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Robert Carswell Is In A Class By Himself

Robert Carswell Is In A Class By Himself

Nov. 22, 2000

By Jacob Barker Clemson Sports Information Graduate AssistantThe South Carolina Game Program – November 18, 2000

Over his career at Clemson, senior Robert Carswell has made a name for himself as one of the best strong safeties in the nation. As impressive as he has been on the gridiron, however, it has been his dedication and service off the field during his career that have truly placed him in a class by himself.

Born in Gary, Indiana, Carswell grew up just a few miles west of South Bend and the University of Notre Dame. He grew up listening to Notre Dame football every Saturday on the radio and as he listened he dreamed of one day wearing a gold helmet and experiencing the mystical powers of the Irish first hand. “Growing up, all everybody wanted to do was play for Notre Dame,” remembered Carswell. “I had that feeling instilled in me as well and I dreamed of playing there all the time.”

That dream took a detour, however, when at age nine Robert and his family moved South to Lithonia, GA. Even after the move, though, Carswell held on to his love for Notre Dame football and his dream one day playing for the Irish.

He attended Stone Mountain High School in Georgia where during his senior year he was a first-team All-State and Parade All-America selection. He was recruited by almost every major college in the country including Florida State, Clemson, Tennessee, and Notre Dame. On his recruiting visit to Notre Dame he nearly committed to the Irish, but at the advice of his parents he decided to take a closer look at several of the other schools.

While visiting Clemson, he was given the opportunity to rub Howard’s Rock and run down the hill. His father accompanied Rober down the hill and it was at that moment that Robert realized how important it would be for him to be able to have his family in the stands at every home game.

The night before signing day, Carswell tossed and turned in his sleep as he struggled to sort through his life long dream of playing for Notre Dame and the importance of staying close to home. The next morning he took two letters of intent, one from Notre Dame and one from Clemson, with him to school.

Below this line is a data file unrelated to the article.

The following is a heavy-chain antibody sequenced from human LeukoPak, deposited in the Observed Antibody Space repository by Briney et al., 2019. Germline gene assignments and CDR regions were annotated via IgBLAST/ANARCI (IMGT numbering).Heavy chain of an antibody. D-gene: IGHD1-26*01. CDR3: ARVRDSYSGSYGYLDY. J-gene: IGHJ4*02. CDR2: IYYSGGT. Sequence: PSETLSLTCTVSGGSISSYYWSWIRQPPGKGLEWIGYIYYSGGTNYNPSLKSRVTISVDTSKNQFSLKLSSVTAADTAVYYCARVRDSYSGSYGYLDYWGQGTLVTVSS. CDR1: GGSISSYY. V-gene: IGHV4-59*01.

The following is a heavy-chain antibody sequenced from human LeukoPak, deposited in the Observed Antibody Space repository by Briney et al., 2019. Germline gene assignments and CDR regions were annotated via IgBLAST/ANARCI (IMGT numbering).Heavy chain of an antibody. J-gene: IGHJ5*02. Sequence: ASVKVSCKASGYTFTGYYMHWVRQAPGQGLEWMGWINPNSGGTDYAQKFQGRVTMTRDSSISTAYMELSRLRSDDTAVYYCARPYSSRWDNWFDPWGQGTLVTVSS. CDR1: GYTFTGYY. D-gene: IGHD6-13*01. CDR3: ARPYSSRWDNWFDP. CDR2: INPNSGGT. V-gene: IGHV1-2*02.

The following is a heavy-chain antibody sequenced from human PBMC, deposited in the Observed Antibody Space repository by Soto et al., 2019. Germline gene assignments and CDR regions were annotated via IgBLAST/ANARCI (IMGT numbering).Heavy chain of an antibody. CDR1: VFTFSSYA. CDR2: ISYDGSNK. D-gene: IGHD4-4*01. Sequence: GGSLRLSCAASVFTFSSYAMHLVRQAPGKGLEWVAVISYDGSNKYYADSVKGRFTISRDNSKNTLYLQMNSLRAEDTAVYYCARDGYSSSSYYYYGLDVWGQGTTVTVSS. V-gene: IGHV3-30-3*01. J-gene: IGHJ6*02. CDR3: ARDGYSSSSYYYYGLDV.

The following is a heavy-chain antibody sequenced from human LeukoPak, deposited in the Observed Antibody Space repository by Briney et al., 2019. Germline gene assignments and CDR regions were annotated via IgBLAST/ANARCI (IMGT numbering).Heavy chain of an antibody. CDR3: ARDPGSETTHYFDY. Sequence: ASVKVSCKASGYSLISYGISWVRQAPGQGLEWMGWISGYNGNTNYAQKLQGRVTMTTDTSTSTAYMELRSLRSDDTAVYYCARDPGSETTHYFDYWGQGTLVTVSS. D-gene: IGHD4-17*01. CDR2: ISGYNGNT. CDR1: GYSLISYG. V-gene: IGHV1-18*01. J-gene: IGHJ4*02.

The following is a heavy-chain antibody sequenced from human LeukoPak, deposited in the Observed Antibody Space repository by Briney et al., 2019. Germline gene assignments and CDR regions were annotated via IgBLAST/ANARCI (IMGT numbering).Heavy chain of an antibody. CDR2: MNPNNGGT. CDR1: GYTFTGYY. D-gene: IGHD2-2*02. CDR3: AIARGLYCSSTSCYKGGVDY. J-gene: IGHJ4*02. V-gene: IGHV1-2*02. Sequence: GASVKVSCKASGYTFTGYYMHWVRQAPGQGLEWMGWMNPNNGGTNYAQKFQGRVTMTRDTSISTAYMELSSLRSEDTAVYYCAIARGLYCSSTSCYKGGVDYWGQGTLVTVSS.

“When my coach came to get me in homeroom, I still had both letters of intent in my hands,” recalled Carswell. “When I walked into the library where we were making the announcement, I saw my parents standing there smiling and I knew then what my decision would be.”

“In high school my whole family would go out to eat after every one of my games and I wanted to be able to do that in college. If I went to Notre Dame I would not have been able to experience that nearly as often. I am very close with my family. They are a big part of me and I am a big part of them.”

After arriving at Clemson in the fall of 1997, it did not take long for Carswell to make an immediate impact for the Tigers. In the seventh game of his freshman season against Maryland, he made his first career start as he filled in at strong safety for an injured Antwan Edwards. In that game, he registered 11 tackles and broke up three passes in Clemson’s 20-9 victory over the Terrapins.

Since that game, Carswell has started 39 consecutive games and he has established himself as leader of the Clemson secondary. Prior to this season, he was a first-team All-America selection by several publications including Street and Smith and Football News. He was listed as the number-one free-safety in the nation by Sporting News and Lindy’s magazine tabbed him as the third-ranked candidate for the Thorpe Award which is the award given annually to the nation’s top defensive back. Just last week he was named a semifinalist for that award, one of the top 12 defensive backs in the nation.

Coming into today’s game against South Carolina, Carswell is ranked sixth on Clemson’s all-time tackles list with 351 and earlier this season he set the Clemson record for most career tackles by a defensive back. In Clemson’s last three games, Carswell has averaged over 10 tackles per game and had a season tying high of 11 tackles two weeks ago against Florida State, including nine in an active first half.

Last season, his 129 total tackles set the Clemson record for most tackles in a season by a defensive back and against Virginia Tech he had a career high 16 tackles. In that game, he also picked off two Michael Vick passes deep in Clemson territory.

As impressive as Carswell’s accomplishments have been in football, his work off the field and in the community are what have made him so important for Clemson. He has always felt a special bond with young fans and as a result he is constantly looking for ways to share his time and comradery with children in the community. “I just like being around children because they are genuine,” Carswell said. “They always speak their minds and their facial expressions are so much fun to watch.”

Just as he made an early impact on the football field for the Tigers, it did not take long for him to have a tremendous impact in the community as well. During the second semester of his freshman year, he drove to Anderson every Monday afternoon to spend time with underprivileged kids at a local alternative school. “If I can reach just one of those children and turn them on the right career path, then I have accomplished my goal,” said Carswell. “Helping those kids means much more to me than anything I do on the football field.”